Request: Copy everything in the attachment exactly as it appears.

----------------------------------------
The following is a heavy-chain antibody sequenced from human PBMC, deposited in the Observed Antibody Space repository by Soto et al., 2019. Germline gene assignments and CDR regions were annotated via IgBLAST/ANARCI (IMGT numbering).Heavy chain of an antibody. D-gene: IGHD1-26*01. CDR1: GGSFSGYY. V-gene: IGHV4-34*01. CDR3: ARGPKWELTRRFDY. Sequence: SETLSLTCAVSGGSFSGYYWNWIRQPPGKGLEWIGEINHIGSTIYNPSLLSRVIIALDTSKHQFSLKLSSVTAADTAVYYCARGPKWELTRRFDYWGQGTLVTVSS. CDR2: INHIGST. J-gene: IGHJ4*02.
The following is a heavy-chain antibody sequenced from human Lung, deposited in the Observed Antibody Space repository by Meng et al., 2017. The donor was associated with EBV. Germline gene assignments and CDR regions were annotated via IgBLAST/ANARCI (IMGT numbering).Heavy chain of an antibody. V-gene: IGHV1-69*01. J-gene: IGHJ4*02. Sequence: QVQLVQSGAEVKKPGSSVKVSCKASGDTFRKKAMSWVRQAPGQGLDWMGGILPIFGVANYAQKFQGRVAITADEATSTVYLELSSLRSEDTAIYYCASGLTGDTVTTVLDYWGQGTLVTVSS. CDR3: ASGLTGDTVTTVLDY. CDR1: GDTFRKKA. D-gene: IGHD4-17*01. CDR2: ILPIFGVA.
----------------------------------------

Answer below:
The following is a heavy-chain antibody sequenced from human PBMC, deposited in the Observed Antibody Space repository by Soto et al., 2019. Germline gene assignments and CDR regions were annotated via IgBLAST/ANARCI (IMGT numbering).Heavy chain of an antibody. D-gene: IGHD1-26*01. CDR1: GGSFSGYY. V-gene: IGHV4-34*01. CDR3: ARGPKWELTRRFDY. Sequence: SETLSLTCAVSGGSFSGYYWNWIRQPPGKGLEWIGEINHIGSTIYNPSLLSRVIIALDTSKHQFSLKLSSVTAADTAVYYCARGPKWELTRRFDYWGQGTLVTVSS. CDR2: INHIGST. J-gene: IGHJ4*02.
The following is a heavy-chain antibody sequenced from human Lung, deposited in the Observed Antibody Space repository by Meng et al., 2017. The donor was associated with EBV. Germline gene assignments and CDR regions were annotated via IgBLAST/ANARCI (IMGT numbering).Heavy chain of an antibody. V-gene: IGHV1-69*01. J-gene: IGHJ4*02. Sequence: QVQLVQSGAEVKKPGSSVKVSCKASGDTFRKKAMSWVRQAPGQGLDWMGGILPIFGVANYAQKFQGRVAITADEATSTVYLELSSLRSEDTAIYYCASGLTGDTVTTVLDYWGQGTLVTVSS. CDR3: ASGLTGDTVTTVLDY. CDR1: GDTFRKKA. D-gene: IGHD4-17*01. CDR2: ILPIFGVA.